AAD president shares legal tips




NEWPORT BEACH, CALIF. – Over the past 20 years, the number of medical malpractice claims against dermatologists has remained steady, in the ballpark of 86-123 per year, according to Abel Torres, MD, JD.

In fact, a study that used claims data from the Physician Insurers Association of America between 1985 and 2008 revealed that dermatology ranked 19th among 28 medical specialties evaluated. “The bad news is we’re not ranked 28th, so we’re still getting sued,” said Dr. Torres, professor and chairman of dermatology at Loma Linda (Calif.) University and professor of dermatology at Case Western Reserve University, Cleveland. In the study, 2,704 of 239,756 (1.1%) closed claims in this time period involved dermatologists; only 29% of the claims that involved dermatologists resulted in a payment for the plaintiff, with a median and average indemnity of $35,000 and $137,538, respectively (J Am Acad Dermatol. 2012 Jan;66[1]:78-85).

Dr. Abel Torres

Dr. Abel Torres

Speaking at the annual meeting of the Pacific Dermatologic Association, Dr. Torres, who is also current president of the American Academy of Dermatology, said that communication breakdowns between health care providers and patients account for more than 80% of medical errors and adverse events. In addition, ineffective communication can lead to below-average scores on Hospital Consumer Assessment of Healthcare Providers and Systems (HCAHPS), the Clinician and Group Consumer Assessment of Healthcare Providers and Systems (CG-CAHPS), and other surveys, impacting public scrutiny, reputation, referrals, patient retention, and loyalty, and pay for performance. “Physicians who are on the lower third of communication on surveys tend to have 110% more lawsuits than everybody else,” he said.

Dr. Torres underscored the importance of obtaining verbal or written consent with patients prior to performing dermatologic procedures. “You want to discuss material risk, that is, What’s the likely significant risk? What’s a viable alternative? Do you think it’s viable? And if not, be prepared with data to support that. And what’s your rationale of benefit?” he said.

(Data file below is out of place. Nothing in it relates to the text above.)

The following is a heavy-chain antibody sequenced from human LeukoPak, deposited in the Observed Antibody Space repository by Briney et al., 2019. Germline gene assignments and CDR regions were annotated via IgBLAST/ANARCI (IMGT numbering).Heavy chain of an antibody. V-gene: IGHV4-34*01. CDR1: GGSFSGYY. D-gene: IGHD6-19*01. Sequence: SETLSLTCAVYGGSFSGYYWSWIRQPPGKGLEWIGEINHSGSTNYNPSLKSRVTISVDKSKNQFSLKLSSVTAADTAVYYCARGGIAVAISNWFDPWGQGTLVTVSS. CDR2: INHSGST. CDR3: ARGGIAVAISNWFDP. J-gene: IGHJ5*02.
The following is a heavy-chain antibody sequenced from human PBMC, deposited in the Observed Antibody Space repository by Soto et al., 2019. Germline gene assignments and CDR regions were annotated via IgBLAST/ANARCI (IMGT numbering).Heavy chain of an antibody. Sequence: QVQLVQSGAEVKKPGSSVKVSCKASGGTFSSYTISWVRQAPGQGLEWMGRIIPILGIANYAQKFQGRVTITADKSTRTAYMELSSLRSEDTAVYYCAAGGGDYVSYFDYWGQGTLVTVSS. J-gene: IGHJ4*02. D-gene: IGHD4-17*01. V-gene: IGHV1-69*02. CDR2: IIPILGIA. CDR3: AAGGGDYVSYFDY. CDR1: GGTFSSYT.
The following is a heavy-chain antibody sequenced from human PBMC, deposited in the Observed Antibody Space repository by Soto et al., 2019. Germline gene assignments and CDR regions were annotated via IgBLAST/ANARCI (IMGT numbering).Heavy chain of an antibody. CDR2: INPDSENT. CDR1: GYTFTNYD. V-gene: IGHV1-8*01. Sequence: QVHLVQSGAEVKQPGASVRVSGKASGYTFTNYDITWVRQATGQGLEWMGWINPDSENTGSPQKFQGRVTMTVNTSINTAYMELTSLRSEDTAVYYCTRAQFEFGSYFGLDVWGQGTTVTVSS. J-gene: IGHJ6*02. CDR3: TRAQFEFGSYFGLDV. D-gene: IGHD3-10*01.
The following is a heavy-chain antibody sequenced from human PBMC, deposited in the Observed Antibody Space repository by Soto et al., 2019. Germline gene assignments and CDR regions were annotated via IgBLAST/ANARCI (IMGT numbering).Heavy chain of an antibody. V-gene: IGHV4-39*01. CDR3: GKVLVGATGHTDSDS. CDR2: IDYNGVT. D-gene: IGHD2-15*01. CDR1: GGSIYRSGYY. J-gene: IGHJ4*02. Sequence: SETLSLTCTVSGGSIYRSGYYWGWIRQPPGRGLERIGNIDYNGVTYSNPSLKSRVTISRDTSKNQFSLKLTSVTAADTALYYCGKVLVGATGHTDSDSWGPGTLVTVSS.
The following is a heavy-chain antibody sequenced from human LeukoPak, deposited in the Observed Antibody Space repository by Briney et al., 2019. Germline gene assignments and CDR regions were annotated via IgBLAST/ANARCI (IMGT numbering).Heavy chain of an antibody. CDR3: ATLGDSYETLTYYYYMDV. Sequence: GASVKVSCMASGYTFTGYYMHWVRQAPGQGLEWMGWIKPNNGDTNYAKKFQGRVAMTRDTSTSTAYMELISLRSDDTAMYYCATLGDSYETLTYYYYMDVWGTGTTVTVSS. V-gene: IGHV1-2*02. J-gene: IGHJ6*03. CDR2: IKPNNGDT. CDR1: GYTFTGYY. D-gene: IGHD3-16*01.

In a study that evaluated informed consent in dermatologic surgery, 85 patients undergoing Mohs surgery were given verbal and written instructions, including information about the potential for 10 possible complications (Dermatol Surg. 2003;29[9]:952-5). The researchers asked the patients to recall the 10 complications at 20 minutes and at 1 week after the informed consent process. The overall group retention rates for both time periods were 27% and 24%, respectively.

“The reality is, people are nervous,” said Dr. Torres, who was not involved with the study. “They’re not focusing well and may not be listening very carefully to you. So when you give them informed consent you need to help them focus on the important issues. Be cautious about diluting the discussion with so much information that they’re not getting the message.”

Lawsuits involving the use of lasers in dermatology are on the rise, according to one study that examined trends in legal cases secondary to cutaneous laser surgery over a 28-year period that peaked in 2010 (JAMA Dermatol. 2013;149[2]:188-93). It found that laser hair removal was the most commonly litigated procedure (63%), followed by lack of informed consent (53%). Nearly half of the cases favored the defendant and the mean indemnity payment was $380,719.

This is in contrast with commonly reported litigation trends where a majority of the cases favor the defendant. The study also found that nearly 40% of cases involved a nonphysician operator. “So you need to be extra careful when you’re dealing with laser procedures, or you’re dealing with nonphysician operators or extenders,” Dr. Torres noted. “In that regard, know the rules in your state; make sure that you’re clear on them. Make sure that the people who are going to [perform the procedures] are appropriately trained. Provide an adequate degree of supervision to make sure that the proper procedure is being followed, especially as it relates to informed consent.”

Another liability risk for clinicians is failing to follow up with patients. “As a doctor, you may have the responsibility to make sure the patient actually saw the specialist and that their reports were acted upon,” Dr. Torres said. “The law requires that you interact with the specialist in the patients’ best interest. Also, if you refer a patient to another doctor and you have a reason to think that [doctor is] incompetent, you may be held accountable. Referring to the wrong specialist can be a pitfall.”

Dermatologists may at times also be liable for providing interpreter services for patients, no matter the size of their office or the number of employees on their payroll. He recommended that physicians explore whether the Canopy Medical Translator APP, a technology that enables clinicians to communicate with patients in 15 languages, can prove useful to them. Funded by the National Institutes of Health, the technology can be run on any device that runs on iOS or Android. “It can take phrases you have and translate them, or translate phrases that patients have to you,” Dr. Torres said.


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